View attachment 155176
Thanks very much for this.So the war was a war that went beyond those states that historians have written so much about,that it was a war that covered the other states.I have not read of Morgan's raid into Ohio.Was Morgan exchanged or escape?
 

Buckeye Bill

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Thanks very much for this.So the war was a war that went beyond those states that historians have written so much about,that it was a war that covered the other states.I have not read of Morgan's raid into Ohio.Was Morgan exchanged or escape?
After John Hunt Morgan surrendered near West Point, Ohio, he was transported to the Ohio (State) Penitentiary in Columbus. He would escape in the fall of 1863 and make his way into the state of Tennessee. He would eventually be killed in action at Greeneville, Tennessee on September 4th, 1864.

Bill
 
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Buckeye Bill

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Wonderful photos. Still need to get to this location.
I visited this battlefield in 2011. The Ohio Historical Society was starting to build the kiosk and place markers in the area. They have done a wonderful job with this venue! It is just a shame the main section of the battlefield was not preserved. A gravel pit is covering it.

I would highly recommend a trip. After my first visit to the Buffington Island Battlefield in 2011 , I visited the Sherman house and museum in Lancaster, Ohio.

By the way, I have enjoyed my John Hunt Morgan Heritage Trail tour through Kentucky, Indiana and Ohio. I will complete the Ohio tour on Wednesday. My final stop will be the surrender site on SR 518 just west of West Point, Ohio.

Bill
 
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Buckeye Bill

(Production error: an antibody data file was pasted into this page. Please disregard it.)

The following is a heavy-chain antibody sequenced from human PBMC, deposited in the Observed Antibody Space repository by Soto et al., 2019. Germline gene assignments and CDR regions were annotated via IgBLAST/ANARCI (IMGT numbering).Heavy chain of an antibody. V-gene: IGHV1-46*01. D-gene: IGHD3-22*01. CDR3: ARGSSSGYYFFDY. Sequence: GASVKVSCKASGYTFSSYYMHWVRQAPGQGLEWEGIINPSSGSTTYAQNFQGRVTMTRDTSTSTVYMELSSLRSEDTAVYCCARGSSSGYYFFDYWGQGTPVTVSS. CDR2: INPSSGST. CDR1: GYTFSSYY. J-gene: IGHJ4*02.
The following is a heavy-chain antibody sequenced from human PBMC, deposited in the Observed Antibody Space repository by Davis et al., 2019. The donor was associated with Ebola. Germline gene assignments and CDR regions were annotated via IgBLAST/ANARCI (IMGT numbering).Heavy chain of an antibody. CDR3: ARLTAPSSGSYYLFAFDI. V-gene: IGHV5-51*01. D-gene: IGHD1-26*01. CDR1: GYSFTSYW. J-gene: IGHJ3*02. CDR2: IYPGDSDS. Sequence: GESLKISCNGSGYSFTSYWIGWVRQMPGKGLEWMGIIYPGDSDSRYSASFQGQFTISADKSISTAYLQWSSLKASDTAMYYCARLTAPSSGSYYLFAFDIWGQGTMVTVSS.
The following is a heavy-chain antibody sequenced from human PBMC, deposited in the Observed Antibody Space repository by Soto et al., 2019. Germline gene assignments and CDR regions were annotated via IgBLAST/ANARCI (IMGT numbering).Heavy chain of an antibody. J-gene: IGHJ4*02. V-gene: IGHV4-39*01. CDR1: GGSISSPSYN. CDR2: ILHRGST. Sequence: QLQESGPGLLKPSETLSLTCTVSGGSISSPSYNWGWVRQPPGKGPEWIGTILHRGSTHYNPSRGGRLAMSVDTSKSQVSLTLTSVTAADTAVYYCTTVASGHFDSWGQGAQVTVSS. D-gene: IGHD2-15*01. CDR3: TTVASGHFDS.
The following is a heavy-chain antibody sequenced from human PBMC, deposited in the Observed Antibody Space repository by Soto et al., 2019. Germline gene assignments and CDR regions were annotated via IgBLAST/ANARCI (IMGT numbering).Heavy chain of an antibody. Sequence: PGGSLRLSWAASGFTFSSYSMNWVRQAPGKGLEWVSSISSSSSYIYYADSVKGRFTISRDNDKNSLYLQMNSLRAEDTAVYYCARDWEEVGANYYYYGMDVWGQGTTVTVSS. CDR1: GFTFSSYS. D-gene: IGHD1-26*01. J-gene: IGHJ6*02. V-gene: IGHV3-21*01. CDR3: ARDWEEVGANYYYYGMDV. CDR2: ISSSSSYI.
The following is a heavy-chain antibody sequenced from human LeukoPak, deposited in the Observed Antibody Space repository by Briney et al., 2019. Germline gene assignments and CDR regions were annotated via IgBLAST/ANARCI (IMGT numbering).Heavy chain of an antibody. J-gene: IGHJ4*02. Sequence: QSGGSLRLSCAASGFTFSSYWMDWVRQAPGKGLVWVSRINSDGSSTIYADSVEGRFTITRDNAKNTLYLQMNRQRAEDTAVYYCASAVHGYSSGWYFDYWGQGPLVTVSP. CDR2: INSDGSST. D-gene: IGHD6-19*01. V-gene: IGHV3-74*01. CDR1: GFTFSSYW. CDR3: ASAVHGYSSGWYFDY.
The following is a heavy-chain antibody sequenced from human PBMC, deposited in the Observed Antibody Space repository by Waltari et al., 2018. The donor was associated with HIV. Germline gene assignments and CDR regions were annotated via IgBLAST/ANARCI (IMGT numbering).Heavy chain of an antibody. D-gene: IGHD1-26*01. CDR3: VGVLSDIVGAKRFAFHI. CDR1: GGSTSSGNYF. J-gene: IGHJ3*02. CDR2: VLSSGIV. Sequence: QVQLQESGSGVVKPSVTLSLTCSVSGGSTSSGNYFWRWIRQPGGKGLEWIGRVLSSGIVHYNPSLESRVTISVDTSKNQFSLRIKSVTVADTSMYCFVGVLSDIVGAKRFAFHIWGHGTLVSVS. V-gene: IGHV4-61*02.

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After my tour of the Northeastern sites of the John Hunt Morgan Heritage Trail in Ohio, I will create a thread with this map and place my photos within.

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Eric Wittenberg

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The Ohio Historical Society interpretive kiosk on the four acre parcel owned by OHS is quite nice. I helped to write those interpretive panels. They're very well cone.

I note that you took no photos of the sand and gravel pit, Bill. That's the spot where Judah's and Hobson's forces converged and squeezed Morgan's men. It's the site of the heaviest fighting. I was involved in the attempt to stop it from being built. We were unable to prevail--the sand and gravel company argued that the size and blend of gravel there was unique and could not be found anywhere else, and the Ohio Department of Natural Resources bought into the argument. After that, we failed with the Army Corps of Engineers, and it was all over. When the criminal Bob Taft refused to consider appropriating the land by eminent domain, it became cast in stone.

The worst part?

The sand and gravel company is under no obligation to fill that pit back in the when they're done. The proposal that was approved was to fill it as a lake for recreational purposes, meaning that the portion of the battlefield where the heaviest portion of the fighting occurred has been forever obliterated.

Come back some time, and I will take you to Duke's surrender site. It's impossible to find if you don't know where you're going or if you're not with someone who does know.